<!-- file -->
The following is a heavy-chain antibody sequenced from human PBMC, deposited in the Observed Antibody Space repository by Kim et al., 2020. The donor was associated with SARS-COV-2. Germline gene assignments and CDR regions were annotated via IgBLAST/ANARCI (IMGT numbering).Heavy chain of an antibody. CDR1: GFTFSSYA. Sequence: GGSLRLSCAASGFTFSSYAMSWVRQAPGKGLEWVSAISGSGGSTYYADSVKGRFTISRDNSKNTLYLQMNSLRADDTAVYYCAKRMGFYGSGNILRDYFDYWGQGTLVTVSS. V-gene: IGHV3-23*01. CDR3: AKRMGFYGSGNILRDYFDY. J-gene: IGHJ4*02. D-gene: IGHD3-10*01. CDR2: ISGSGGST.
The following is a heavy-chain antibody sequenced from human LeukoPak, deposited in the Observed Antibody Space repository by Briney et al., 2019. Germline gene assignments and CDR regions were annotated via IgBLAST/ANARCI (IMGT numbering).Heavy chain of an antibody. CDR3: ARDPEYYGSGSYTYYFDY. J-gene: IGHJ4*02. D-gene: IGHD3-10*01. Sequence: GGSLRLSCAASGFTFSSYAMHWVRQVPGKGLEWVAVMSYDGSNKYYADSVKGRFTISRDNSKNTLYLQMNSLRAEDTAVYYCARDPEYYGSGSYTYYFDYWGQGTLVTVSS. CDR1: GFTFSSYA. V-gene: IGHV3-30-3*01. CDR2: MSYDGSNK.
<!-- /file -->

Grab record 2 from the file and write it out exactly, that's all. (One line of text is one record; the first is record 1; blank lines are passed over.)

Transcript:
The following is a heavy-chain antibody sequenced from human LeukoPak, deposited in the Observed Antibody Space repository by Briney et al., 2019. Germline gene assignments and CDR regions were annotated via IgBLAST/ANARCI (IMGT numbering).Heavy chain of an antibody. CDR3: ARDPEYYGSGSYTYYFDY. J-gene: IGHJ4*02. D-gene: IGHD3-10*01. Sequence: GGSLRLSCAASGFTFSSYAMHWVRQVPGKGLEWVAVMSYDGSNKYYADSVKGRFTISRDNSKNTLYLQMNSLRAEDTAVYYCARDPEYYGSGSYTYYFDYWGQGTLVTVSS. CDR1: GFTFSSYA. V-gene: IGHV3-30-3*01. CDR2: MSYDGSNK.